When using it as a writer (I know the word, but not its spelling, nor if I completely understand the word I seek to use) and not as a reader, I would have been more pleased if those who had added electronic usability had also made it more intuitive to those of us with poorer ability to spell by more simply allowing the browsing for a word as is done with a paper dictionary. Yes, the pages are there exactly as they are in the paper version, but, for me, the electronics are not as good as the physical movement of the pages or groups of pages. It might be that adding a line which could be dragged at the top to change the pages displayed would further improve this.
So, I recommend hardcover type dictionary even it's very heavy :) However, when I opened the dictionary at first... I'm very shocked for so bad condition/quality... One page is severely corrupted (It's not second hand). I think Amazon is not bad. It's just publisher's problem. In actually, I'd like to request to change. But, I'm in Japan... so let it go (If I request to change the new one, I have to wait 2 more weeks... I need the dictionary "NOW", it's not next month). I know it's very rare case, it's not so much (I had never seen that condition on English books. It's first time). I think dictionary is the most important book in all books. If this likely rare condition is on a kind of novel, I was not so much shocked. So, I recommend that if you want to buy a dictionary, real book store (not online) is better, because we can check the condition before buying it.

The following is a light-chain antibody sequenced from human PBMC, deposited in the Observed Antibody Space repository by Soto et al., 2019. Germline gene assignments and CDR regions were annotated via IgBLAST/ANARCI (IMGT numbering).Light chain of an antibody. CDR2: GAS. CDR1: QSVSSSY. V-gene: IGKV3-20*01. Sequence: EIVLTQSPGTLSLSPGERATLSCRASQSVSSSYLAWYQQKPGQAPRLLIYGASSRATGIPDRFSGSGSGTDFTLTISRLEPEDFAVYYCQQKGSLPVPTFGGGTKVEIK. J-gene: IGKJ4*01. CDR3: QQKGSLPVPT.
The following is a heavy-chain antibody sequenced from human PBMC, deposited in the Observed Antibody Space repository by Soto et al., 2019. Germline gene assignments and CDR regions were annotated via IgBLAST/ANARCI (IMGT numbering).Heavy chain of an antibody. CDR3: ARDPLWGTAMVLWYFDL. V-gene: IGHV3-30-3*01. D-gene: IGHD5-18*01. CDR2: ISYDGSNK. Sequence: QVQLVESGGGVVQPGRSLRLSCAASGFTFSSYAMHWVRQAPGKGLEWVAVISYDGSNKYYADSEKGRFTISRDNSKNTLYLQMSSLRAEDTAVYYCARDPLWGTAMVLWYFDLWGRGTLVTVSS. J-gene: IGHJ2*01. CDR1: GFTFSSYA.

The other reason it is so handy, is sometimes, not even the spell check can find the correct spelling for certain words, for me. When I have this come up, the dictionary comes out. I ALWAYS find in it what the computer does not! My dictionary is always on the left side of my desk. It is invaluable.
I found the definitions to be more accurate and useful, particularly in regards to the full color and meaning of the word. The biggest gripe I have is that they inexplicably added the etymology to the beginning of the definition, thereby rendering utterly useless the quick definition window that pops up while you read. Furthermore, they've abbreviated the etymology, which isn't the end of the world but, as a Latinist, I much prefer to have full entries at the bottom of definition.
This dictionary is an improvement over the Old Oxford Dictionary which, in my opinion, leans towards colloquial definitions and "special use" references. Words can be obnoxious, and for a given word the definitions can be tautologically redundant or even starkly ambivalent, but there's beauty in that. If a dictionary is consistently giving you linear definitions with an abundance of phrases rather than root definitions, you're going to learn less about how to use the word in a versatile manner.
So, in sum, the Merriam-Webster's Dictionary is a superior dictionary in regards to truly defining the words you may be referencing, but it loses a star with respect to convenience due to the peculiar placement of the etymology.
I've always wondered, why and how dictionaries get away with this. Obviously the reason I am looking up a word is that I do not know what it means, so the definition should probably not include the very word itself.